Putin's decision may prove crucial to the U.S. effort. Overflight rights and the use of bases in Tajikistan and Uzbekistan (where the Kagaity air base is just some 12 miles from the Afghan border) are likely to facilitate U.S. operations in the region. Tajik and Uzbek leaders had originally offered their facilities to the U.S., but withdrew their offer under pressure from Moscow. Moscow had cooperated with Washington during Desert Storm in 1991, sharing intelligence with the U.S. and providing a Russian air force reconnaissance AWAC-type plane. This time, Moscow's cooperation appears to be going further though it remains to be seen whether Putin will exact some price for it later.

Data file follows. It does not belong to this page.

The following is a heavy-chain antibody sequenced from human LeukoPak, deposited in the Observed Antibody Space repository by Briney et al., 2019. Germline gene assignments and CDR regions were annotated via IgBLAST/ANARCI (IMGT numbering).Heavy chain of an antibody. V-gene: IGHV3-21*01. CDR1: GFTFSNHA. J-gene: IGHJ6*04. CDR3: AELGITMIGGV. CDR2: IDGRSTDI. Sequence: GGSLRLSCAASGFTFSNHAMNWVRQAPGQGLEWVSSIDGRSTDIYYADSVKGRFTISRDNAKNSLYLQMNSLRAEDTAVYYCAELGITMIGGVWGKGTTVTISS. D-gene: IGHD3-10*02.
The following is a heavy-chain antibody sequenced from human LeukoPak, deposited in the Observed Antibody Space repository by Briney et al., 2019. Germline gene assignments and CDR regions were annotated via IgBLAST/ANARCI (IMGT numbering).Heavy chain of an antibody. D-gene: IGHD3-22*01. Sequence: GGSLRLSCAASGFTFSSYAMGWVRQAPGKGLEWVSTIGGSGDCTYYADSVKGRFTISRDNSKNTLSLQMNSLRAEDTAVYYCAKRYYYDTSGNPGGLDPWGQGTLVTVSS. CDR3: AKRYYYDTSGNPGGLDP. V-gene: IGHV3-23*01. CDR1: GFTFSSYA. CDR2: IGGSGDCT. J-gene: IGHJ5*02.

Before the Putin-Bush phone conversation, Russia had been sending out mixed signals about Central Asian cooperation: Foreign Minister Igor Ivanov said in Washington that former Soviet republics there would be free to make their own decisions while Defense Minister Sergei Ivanov categorically ruled out "even a hypothetical possibility" of a NATO military presence in Moscow's former territories, which it still considers an integral part of its sphere of influence. To underscore that view, Secretary of the Security Council General Vladimir Rushailo and Chief Of General Staff Anatoli Kvashnin traveled to Central Asia. Kvashnin had said last week: "Russia has not considered and is not planning to consider participation in a military operation against Afghanistan" as he reminded the Central Asian "their relevant bilateral and other obligations" to Russia.